Let’s have an overview of all screenshot-taking tools on ChromeOS and assess their strengths and weaknesses, so you can understand the perfect way and scenario to employ them all. Kicking things off below is the in-built screenshot tool for Chromebooks.
Built-in ChromeOS screenshot tool
The built-in ChromeOS screenshot tool that Chromebooks feature hasn’t been around in ChromeOS forever. This basic yet highly effective way of taking a screenshot on a Chromebook, but you should be wary of what it can do and what’s simply out of its domain.
It comes to life when you input the shortcut key combination of “Ctrl,” “Shift,” and the “Show Windows” keys. The latter is in place of F5 and shaped like a rectangle with two vertical lines beside it; alternatively, it’s just “Ctrl” and “Show Windows” if you want to snap a photo of your screen instantly. Of course, doing so would cover your whole desktop.
With that said, when you take the former approach for taking a screenshot, you’re more in control. In addition, several different methods of grabbing a screen capture pop-up, such as taking a full-screen screenshot, a partial screenshot where you can specify what screen area will get snapped, and finally, a whole window screenshot.
As a bonus, the in-built screenshot tool of ChromeOS even features a screen recorder, but we won’t be getting into that in this write-up. Here are some of the significant strengths and weaknesses that the native screenshot-taking feature of every Chromebook brings to the table for ChromeOS users.
- Exceptionally fast and lightweight.
- It can be used effectively with keyboard shortcuts.
- Allows different ways of taking a screenshot natively on your Chromebook.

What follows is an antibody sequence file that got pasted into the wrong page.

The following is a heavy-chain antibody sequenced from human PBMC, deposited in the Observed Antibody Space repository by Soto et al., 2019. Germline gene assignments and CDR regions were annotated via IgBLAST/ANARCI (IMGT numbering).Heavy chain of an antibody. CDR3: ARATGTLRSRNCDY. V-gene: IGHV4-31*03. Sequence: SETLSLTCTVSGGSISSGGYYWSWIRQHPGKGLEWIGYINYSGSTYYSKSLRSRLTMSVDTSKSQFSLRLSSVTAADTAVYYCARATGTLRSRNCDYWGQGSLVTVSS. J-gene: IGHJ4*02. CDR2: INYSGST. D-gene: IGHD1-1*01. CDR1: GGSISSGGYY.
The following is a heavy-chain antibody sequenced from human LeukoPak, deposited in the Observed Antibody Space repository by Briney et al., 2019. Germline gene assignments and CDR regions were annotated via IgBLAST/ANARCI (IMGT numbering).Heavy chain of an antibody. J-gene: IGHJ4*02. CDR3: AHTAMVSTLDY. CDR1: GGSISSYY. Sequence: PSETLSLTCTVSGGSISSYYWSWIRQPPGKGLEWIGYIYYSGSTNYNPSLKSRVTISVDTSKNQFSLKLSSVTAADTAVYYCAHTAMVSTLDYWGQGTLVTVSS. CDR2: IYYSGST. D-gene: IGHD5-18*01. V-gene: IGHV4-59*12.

- It can be used anywhere in the operating system and not just within the Chrome browser.
- Instantly copies the taken screenshot to your clipboard.
- No annotation features to help you draw over your image.
- No blur tool to cut out unwanted content from your screen.
- No other editor interface to tweak the screen capture.
The other primary tool you’ll need right alongside the built-in ChromeOS screenshot tool is Monosnap. This reliable Chrome Web Store extension can help you take your screen captures to the next level with its easy-to-use annotation tools, a blurring feature, and more.
The combined effectiveness of Monosnap and the native screenshot functionality of Chromebooks is bound to propel your ability to take screenshots on ChromeOS to greater heights. If you ever find the Monosnap extension too slow in capturing your screen’s content, you can always depend on the native ChromeOS screenshot tool to get that done.
Then, you’d open up the Monosnap editor and start annotating and working on your captured screenshot with the help of its “Upload image” feature. This tip, therefore, is quite helpful to factor in when you’re looking to stand out and create first-rate screenshots on your Chromebook. Here’s a brief overview of Monosnap’s prominent strengths and weaknesses.
- It packs powerful annotation features such as arrow, rectangle, line, ellipse, blur, text, bubble, brush, crop, and resize. You can also pick different colors for tools to annotate and draw on your screenshots, not to mention being able to adjust the size of the arrows, rectangles, lines, and other functions.